It has been three full days since I got the cochlear implant switched on, and boy, is it amazing.
Let me tell you things I have been hearing.
Ben and I decided to go to Kangaroo Valley for two days, to get away from it all, and give me a tranquil rural atmosphere in order to get used to the sound of the implant.
I realised that the drive up was going to be the first time I would be able to experience what music was going to sound like. We have quite a good stereo in the car, and we had a good two hours to go through all the archives.
What a drive.
I had mentally prepared myself for the horror of music. Blips and pings replacing beautiful harmonies that I remember from my childhood before I lost all my hearing.
But it was totally, mega, awesome, cool, futuristic, and the sounds in my head were like the feeling you get after drinking a big cold glass of water on a really hot day – like hearing those sounds was quenching this huge thirst in my ears – the thirst to hear the sounds I had been missing for so long.
It was electronic.
The best way to describe it is as if a synthesiser is playing all your favourite songs.
One of my favourite bands, Cut Copy, sounds GREAT. And of course, Daft Punk sounds flipping awesome too.
Then I listened to my favourite song of all time, kind of my ‘coming of age’ song, which I used to listen to at age 16: Portishead’s “Glory Box” …
And I could hear the voice of the lead singer, Beth Gibbons. Even though I couldn’t understand all of what she said, I could make out some of the words – and I would say to Ben “did she just sing ‘a thousand flowers’ something something????” And he cried “Yes!! She did!” These were words that I had never really heard before (this was the song I had to get my school friends to write out the lyrics for me, so I could sing along to it, even though I couldn’t hear what she was singing.)
I was just so happy. I couldn’t believe it.
So, as we drove I tried to focus entirely on the sound of the music in the implanted ear. The harmony and rhythm of all the different songs sounded like aliens playing electronic keyboards with two fingers at the speed of light.
Weird. But not when you think about how a sound is produced in the cochlear implant.
The implant and the processor extracts noise and sounds from the environment around you, and then converts it into electrical digital signals, and transmits them to the electrodes in my inner ear. My nerve endings get stimulated electronically, and then send the signals to my brain, telling me its a sound.
Here is a perfect example:
Imagine the sound made by a flute, or maybe a violin. One long continuous note can be emitted, and you’ll hear it like that.
With the implant, sound is more like an individual piano key being played at an extremely fast rate in sequence – so fast, that it sounds like one long, smooth note, because they are played so rapidly.
This means that the sounds are different to me when I hear an old favourite song, but I can recognise it.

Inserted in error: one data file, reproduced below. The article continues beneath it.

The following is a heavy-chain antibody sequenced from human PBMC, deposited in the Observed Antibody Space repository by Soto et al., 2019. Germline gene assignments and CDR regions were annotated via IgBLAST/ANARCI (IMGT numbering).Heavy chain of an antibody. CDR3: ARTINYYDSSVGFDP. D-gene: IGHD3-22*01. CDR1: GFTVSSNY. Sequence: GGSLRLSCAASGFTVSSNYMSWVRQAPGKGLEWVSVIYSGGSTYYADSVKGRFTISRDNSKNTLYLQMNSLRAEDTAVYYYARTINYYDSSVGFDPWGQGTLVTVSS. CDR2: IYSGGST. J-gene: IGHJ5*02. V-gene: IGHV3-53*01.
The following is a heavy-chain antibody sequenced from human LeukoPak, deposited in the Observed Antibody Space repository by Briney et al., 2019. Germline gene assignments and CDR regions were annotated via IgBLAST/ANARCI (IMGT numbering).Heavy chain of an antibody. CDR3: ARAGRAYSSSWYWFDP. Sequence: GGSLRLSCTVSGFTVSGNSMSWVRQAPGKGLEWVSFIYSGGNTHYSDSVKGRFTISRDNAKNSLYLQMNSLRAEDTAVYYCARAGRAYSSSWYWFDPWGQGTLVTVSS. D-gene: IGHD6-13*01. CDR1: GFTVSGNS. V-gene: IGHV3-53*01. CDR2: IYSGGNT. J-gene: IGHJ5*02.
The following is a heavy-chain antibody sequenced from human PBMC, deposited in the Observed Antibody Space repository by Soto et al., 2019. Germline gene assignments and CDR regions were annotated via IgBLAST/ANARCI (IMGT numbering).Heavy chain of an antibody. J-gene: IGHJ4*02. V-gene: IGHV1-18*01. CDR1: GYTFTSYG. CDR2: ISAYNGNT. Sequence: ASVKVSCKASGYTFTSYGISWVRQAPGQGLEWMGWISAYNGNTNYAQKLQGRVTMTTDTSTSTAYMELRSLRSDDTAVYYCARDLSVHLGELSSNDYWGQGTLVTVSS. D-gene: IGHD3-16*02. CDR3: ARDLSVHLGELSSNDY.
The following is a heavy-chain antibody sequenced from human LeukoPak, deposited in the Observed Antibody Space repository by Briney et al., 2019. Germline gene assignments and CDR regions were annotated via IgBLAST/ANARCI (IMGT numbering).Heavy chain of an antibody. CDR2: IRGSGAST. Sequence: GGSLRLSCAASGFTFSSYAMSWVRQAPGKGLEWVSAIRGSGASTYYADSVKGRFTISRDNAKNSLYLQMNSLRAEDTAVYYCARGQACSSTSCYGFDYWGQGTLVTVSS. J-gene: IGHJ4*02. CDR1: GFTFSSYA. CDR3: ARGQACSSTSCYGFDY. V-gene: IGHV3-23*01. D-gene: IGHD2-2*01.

This is what makes it so amazing. As another song came on, I said to Ben: “I can hear that this is ‘Saturday’ by Cut Copy playing, but what is that whacky rhythm and melody playing in the background?”
I have never heard that melody of notes before! So even though it sounded very electronic, it was like my eyes were being opened to a tune I hadn’t been able to hear before. It was so worth it.
Then, huge moment … for two hours we’d been listening to music, and it was playing a song I didn’t recognise, but then suddenly, I definitely heard the words “1, 2, 3, 4”, and I turned to Ben, repeating what I thought I had heard: “Ben??? 1234????”
And he looked at me astounded, and yelped “Yes! But you don’t even know this song?”
Oh my god, we were just looking at each other so happy. Then I asked him what the song was. It was apparently ‘The Number Song’ by Cut Chemist. HAHAHAHAHA
The lyrics throughout the song are “1234” all the way through. hahaha!
But I had no idea … I HEARD IT!!!! I REALLY HEARD IT!
OK, so there were other lyrics in that same song that I hadn’t heard, but the fact that I could pick up those particular numbers that I would never normally have heard before just blew us away.
I just hope it will continue to improve… I wanted to include a very interesting analogy by Professor Jennie Brand-Miller, who has been mentoring me through this experience (she has TWO cochlear implants!), and she described the every day learning to hear with an implant below:
Think of your auditory pathways as like a gravel road at the moment … cars can’t go fast on them, electrical signals can’t whizz up them.
But everyday, the workmen are laying down the foundations of a super highway, smooth and capable of cars going 250 kms an hour. It takes time to do this … weeks, months and even a couple of years … but you’ll notice the difference … week by week, there’ll be a detectable difference. You’ll enjoy the journey, no matter what the speed.
Amazingly well described. Thanks Jennie.
And I believe it.
I am so excited!